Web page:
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By Tim Jones

Regina- The president of the Saskatchewan Association of Rural Municipalities wants to make sure SaskTel can expand its 4G LTE wireless system to better serve rural customers across Saskatchewan.


SARM president David Marit will ask the Canadian Radio-television and Telecommunications Commission to restrict private companies’ ability to buy wireless spectrum if they have no intention of using it for rural communities. At meetings in Regina with the CRTC this month, Marit will ask the commission to introduce a “use it or lose it,” policy. He said that companies should be penalized with the forfeiture of their unused wireless spectrum, should they do nothing with it for an extended period of time.


The issue arose at the SARM annual convention in March when SaskTel announced plans for expanding the quality and coverage of its rural internet services, but cautioned that 4G LTE expansion was dependent on being able to purchase more capacity at what is known as a 700 MHz wireless spectrum auction that is to be held in November.


Tara Thibeau, manager of communications at SaskTel, said "700 MHz is ideal for delivering high speed wireless to rural areas because lower frequencies have greater range and penetration than higher frequencies." This allows Sask Tel to provide greater coverage with fewer towers.


The problem is that at the auction, some private companies may bid on the spectrum, but never use it for rural coverage.  Although he supports the free market principles behind the auctions of wireless spectrum in Canada, Marit proposes that the CRTC set aside 20 per cent of the 700 MHz spectrum to be designated for rural use.


Private telecoms present a conundrum for Marit. “We are very fortunate in this province to have a provider (in SaskTel) that looks at rural just like they do anything else. We do have the private telecoms in this province - the Teluses and the Bells of the world. But they are not in rural. They won’t go to rural because of the numbers and what it costs them to set up. They just won’t go there,” he said.


Marit would like to see private telecoms set up shop in rural communities but, as it stands, a situation where SaskTel does not succeed in its bid presents a threat to rural economies throughout the province, he noted.  Marit plans to continue to raise his concerns not only with the CRTC but also any MPs or MLAs who will listen.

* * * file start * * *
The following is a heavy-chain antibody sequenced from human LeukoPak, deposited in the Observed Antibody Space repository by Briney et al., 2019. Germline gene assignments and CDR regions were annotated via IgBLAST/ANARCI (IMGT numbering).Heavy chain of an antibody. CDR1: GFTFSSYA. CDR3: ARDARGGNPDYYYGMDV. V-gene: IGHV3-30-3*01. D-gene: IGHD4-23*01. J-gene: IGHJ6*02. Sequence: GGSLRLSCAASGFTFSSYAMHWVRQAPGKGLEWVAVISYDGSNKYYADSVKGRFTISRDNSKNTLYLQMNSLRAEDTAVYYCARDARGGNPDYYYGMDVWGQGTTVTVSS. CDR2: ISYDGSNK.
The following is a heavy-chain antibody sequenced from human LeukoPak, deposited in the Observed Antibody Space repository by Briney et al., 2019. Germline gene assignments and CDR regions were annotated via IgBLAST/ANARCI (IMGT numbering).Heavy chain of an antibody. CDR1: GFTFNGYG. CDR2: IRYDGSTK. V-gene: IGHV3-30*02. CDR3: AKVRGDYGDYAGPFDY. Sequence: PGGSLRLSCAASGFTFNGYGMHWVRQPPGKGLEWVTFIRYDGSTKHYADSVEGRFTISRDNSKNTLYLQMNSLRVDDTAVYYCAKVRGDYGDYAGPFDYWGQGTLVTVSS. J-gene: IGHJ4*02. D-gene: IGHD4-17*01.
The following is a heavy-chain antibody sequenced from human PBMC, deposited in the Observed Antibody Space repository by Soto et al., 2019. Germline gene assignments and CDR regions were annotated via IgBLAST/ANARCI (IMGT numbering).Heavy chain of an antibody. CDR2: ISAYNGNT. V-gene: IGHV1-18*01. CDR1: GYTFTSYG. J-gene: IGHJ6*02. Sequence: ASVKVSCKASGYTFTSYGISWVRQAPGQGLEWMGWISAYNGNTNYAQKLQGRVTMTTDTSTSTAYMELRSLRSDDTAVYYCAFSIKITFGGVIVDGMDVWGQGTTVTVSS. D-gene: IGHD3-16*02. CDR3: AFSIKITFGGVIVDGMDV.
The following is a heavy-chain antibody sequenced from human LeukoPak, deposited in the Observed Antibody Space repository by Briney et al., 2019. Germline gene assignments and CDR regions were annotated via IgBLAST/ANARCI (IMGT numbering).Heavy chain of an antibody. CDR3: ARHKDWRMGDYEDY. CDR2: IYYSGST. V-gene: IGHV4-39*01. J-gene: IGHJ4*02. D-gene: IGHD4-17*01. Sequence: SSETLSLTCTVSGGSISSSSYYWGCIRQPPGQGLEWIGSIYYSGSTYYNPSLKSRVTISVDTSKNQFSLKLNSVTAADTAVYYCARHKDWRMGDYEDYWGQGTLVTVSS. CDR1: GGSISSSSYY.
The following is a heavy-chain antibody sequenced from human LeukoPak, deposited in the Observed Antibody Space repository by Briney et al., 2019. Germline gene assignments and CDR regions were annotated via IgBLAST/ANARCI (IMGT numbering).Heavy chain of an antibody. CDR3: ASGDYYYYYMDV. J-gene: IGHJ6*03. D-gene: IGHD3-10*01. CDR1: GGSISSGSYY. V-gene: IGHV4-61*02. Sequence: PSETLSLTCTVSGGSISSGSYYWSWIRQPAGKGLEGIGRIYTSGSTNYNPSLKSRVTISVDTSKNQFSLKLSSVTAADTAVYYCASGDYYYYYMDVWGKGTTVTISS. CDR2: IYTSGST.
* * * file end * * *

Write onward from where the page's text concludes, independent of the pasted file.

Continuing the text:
Marit also notes that there may be ways the province can help support SaskTel financially in its attempts to improve rural internet infrastructure. There have been precedents for such actions. In 2009 the Saskatchewan government infused $42.2 million into SaskTel’s $220 million Rural Infrastructure Program.


“I think SaskTel is doing everything they can do in the realms of their allocations,” Marit said. Taking into account the provincial government’s growth strategy  and where Premier Brad Wall has indicated the government wants the province to be in 2020, especially when it comes to technology, Marit said “I would hope the province would recognize that and support the crown utility somewhat financially in looking at new (internet) technologies.”


Highlights from SaskTel’s new rural internet strategy include:

  • A $57 million investment, beginning in 2013 and running until 2020, that will be put into upgrading its existing rural internet infrastructure. They will be adding fibre optic lines to accommodate rural growth and increase system capacity and stability.
  • SaskTel’s investment includes a new fibre optic backbone reaching into northeastern Saskatchewan.
  • 200 DSL enabled communities will see an upgrade in their fixed internet infrastructure allowing for greater speeds. Communities with a 1.5 Mbps (Megabytes per second) connection will see their speed increased to 5 Mbps. Communities with 5 Mbps service will see their speeds doubled to 10 Mbps.
  • A $10.7 million investment to existing 4G cellular infrastructure, that will see 31 new towers built and 37 network capacity enhancements.


Tim Jones is a long time freelance writer. His main interests lie in science and technology coverage. Jones is currently a student at the University of Regina’s School of Journalism and holds previous degrees in English and Philosophy.